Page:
Before architectural firm Austigard Arkitektur began renovations on a family home in an Oslo suburb, they had to first develop a plan to supply more balance to its interior. "Our biggest challenge was how to create an open space that leaves room for private zones for family members to withdraw to. It's the balance between being alone and being together," says architect Tor O. Austigard who, together with architect Mira Wolden, redesigned the three-bedroom house.
To fit the needs of the family, they created a spot for a large table that will become a focal point for gathering, while a loft-style overhang allows views of the dinner table below. More private areas, including the reading nook, are located upstairs, away from the home's social areas.
The 860-square-foot house channels plenty of Scandinavian design sensibilities — think light-toned wood and minimalist lines — and incorporates aesthetics that feel outwardly modern like extreme angles, metal mesh details, and black contrasts.
Scandinavian style can differ in each country, and Norway has its own popular design components. Known for its remarkable landscapes and starry night skies, Norwegian interior design often features an emphasis on light tones and a minimalist approach to historic design elements.
The living room features handmade floor-to-ceiling shelving created with veneer panels.
The 5-by-10-foot dining table was made from veneer panels atop an old table. For Austigard, a large table is key for a family home. "A big table allows several people to sit together, but the size means that they can form separate conversations or social situations," says Austigard.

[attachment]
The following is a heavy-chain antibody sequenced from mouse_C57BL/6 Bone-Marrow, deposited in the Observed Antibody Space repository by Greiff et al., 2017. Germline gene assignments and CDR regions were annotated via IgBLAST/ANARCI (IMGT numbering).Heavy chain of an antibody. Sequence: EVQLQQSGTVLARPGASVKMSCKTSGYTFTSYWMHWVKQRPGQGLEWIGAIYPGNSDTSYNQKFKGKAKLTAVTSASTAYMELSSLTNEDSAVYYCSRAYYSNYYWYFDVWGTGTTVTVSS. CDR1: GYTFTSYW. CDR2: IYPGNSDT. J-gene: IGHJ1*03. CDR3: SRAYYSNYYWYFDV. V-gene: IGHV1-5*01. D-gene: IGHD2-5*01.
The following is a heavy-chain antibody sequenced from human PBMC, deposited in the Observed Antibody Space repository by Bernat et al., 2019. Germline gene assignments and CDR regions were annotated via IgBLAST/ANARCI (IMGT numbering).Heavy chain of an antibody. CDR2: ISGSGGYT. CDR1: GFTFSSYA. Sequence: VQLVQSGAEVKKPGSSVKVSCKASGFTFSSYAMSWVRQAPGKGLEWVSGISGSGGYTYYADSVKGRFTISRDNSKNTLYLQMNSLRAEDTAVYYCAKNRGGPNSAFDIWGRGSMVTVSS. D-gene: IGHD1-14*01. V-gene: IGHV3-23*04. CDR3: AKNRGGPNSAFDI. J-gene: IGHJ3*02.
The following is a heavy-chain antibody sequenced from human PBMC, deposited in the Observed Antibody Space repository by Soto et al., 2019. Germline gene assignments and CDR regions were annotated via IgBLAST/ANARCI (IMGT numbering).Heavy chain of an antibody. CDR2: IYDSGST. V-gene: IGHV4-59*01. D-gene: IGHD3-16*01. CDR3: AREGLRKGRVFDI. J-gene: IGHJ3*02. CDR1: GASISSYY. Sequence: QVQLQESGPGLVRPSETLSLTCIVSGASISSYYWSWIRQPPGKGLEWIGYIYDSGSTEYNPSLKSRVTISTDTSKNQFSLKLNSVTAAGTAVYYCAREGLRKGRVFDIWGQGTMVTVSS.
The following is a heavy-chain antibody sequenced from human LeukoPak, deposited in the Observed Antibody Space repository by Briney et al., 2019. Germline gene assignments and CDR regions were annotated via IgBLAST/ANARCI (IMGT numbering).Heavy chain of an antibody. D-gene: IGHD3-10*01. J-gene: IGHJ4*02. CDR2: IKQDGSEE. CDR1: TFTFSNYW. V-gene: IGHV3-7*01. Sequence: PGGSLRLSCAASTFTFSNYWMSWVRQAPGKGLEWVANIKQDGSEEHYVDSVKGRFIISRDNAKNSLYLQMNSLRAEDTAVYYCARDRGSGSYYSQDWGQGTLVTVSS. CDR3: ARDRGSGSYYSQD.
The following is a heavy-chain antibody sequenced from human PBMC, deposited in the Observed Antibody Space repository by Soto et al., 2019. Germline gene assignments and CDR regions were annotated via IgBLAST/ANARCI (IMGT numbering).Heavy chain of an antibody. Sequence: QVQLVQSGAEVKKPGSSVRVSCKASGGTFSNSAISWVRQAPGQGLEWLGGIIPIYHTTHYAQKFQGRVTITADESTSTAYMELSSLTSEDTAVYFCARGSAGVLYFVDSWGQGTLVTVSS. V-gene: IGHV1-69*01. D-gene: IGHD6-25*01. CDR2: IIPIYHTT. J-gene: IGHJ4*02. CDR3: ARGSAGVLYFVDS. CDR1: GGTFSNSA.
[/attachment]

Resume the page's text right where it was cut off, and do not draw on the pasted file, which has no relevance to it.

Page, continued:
Black-painted wood built-ins and walls are a contrasting theme throughout the home, and in the dining room, it brings even more attention to the gorgeous landscape framed by the picture window.
The existing pine floors were such an essential element to the home's design that the team used the same type of wood for all of the new flooring. An existing fireplace lends coziness to the open concept living area.
The reading area is removed from the shared space below by geometric walls that create "nooks."
Proof you don't need tons of flash or ornamentation to make kids feel welcome in a lounge area — in fact, a lack of pizazz makes it easier to concentrate on reading and homework.
A well-positioned skylight provides the loft area with tons of natural light; at night, it can become a spot for stargazing.